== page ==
I’m not sure what I was expecting of Edith Piaf’s grave, given that she was such a Parisian legend, but somehow I was surprised to eventually track down a very unprepossessing tomb with a number of unfamiliar names: “Anita Maillard” (her mother), “Louis Gassion” (her father), “Marcelle Dupont” (her infant daughter), “Theo Lamboukas” (her last husband), and “Madame Lamboukas”, the little sparrow herself…
Edith Piaf was born on 19th December 1915 – allegedly under a gaslight on a policeman’s cloak in the Rue de Belleville. Her mother was an alcoholic Italian street singer and a part-time prostitute who was accustomed to aimlessly wandering through life – traveling with circuses, hanging out at fairgrounds and picking up men at bars. Her father Louis Gassion, a famous acrobat, went off to the war shortly after her birth and returned two years later to find a dirty, sick child who had been abandoned into the “care” of her alcoholic maternal grandparents. He took Edith to stay with his own mother, the madam of a Lisieux brothel, where she remained until the age of six. He then reclaimed her and they spent several years traveling around France entertaining people with their acrobatic side-show.
By the time she was fifteen, she had had enough of circus life and returned to settle in Paris with her half-sister Simone. They toured the streets singing for money, and she soon became pregnant by a young delivery boy and gave birth to a daughter – Marcelle. Like her mother, Edith had little maternal instinct nor domestic ability and rapidly returned to street singing, and Marcelle was often left alone in the room whilst Edith and Simone were out on the streets. When the child died of meningitis at the age of two, Edith appears to have quickly got on with her life.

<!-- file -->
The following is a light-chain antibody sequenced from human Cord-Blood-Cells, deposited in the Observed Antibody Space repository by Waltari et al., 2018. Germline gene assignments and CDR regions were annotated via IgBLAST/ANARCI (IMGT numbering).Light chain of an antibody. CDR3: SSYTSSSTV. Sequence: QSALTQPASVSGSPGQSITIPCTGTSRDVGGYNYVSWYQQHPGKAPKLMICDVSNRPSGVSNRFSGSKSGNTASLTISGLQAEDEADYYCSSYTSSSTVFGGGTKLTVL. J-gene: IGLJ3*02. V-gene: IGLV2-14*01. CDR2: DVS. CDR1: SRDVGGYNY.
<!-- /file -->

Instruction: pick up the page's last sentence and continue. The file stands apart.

She became involved with a brutal pimp named Albert. She later claimed that she never worked for him as a prostitute but, rather, sang for coins in the street. She was well aware that Albert was beating and robbing women that he picked up in bars. She only left him when one of her friends, forced into working for him, killed herself. He subsequently turned his violence against Edith, slapping her around and attempting to shoot her, luckily without success.
In 1935 she met the man who was to change her life – Louis Leplée, a nightclub owner who convinced her, despite her nervousness, to sing in his club. He gave her the nickname that would stay with her for the rest of her life: La Môme Piaf (literally “the kid sparrow”, although this has often been translated into English as “the little sparrow”).
Soon all of Paris was talking about the waif with the heartbreaking voice. She began to make friends with famous people, such as the actor Maurice Chevalier and the actor Yves Montand. Throughout the next 20 years her career went from strength to strength, but her personal life was peppered with a string of failed relationships.
In 1951 she suffered a horrific car crash, breaking an arm and several ribs. The doctors prescribed morphine, and she quickly became an addict, and also began drinking heavily to ease the pain. This began to have an effect on her professionally and her performances began to suffer as she weaved across the stage, slurring her lyrics. She was soon recognized cruising the bars of Paris, picking up strange men to assuage her loneliness. It was an odd, sad echo of her mother’s life.
Piaf met her last husband, Theo Lamboukas, in 1962. She was 47; he was 27. Lamboukas had little talent, but he wanted to be a singer and saw Edith as his ticket to the world of show business. Though by this time she was in very bad health, she worked hard to make Lamboukas a presentable entertainer, introducing him to the press and writing several songs for him.
In early 1963, Edith recorded her last song, “L’homme de Berlin.” Not long after, Lamboukas took his ailing wife to the Cote d’ Azure, hoping to restore her health. Old friends like Jean Cocteau, sensing the end was near, came to visit for the last time. Edith asked them to pray to St. Rita, the patron saint of lost causes. She died on the afternoon of October 10 1963, aged 48.
Non, Rien De Rien, Non, Je Ne Regrette Rien
Ni Le Bien Qu’on M’a Fait, Ni Le Mal
Tout Ca M’est Bien Egal…
Non, Rien De Rien, Non, Je Ne Regrette Rien
C’est Payé, Balayé, Oublié,
Je Me Fous Du Passé!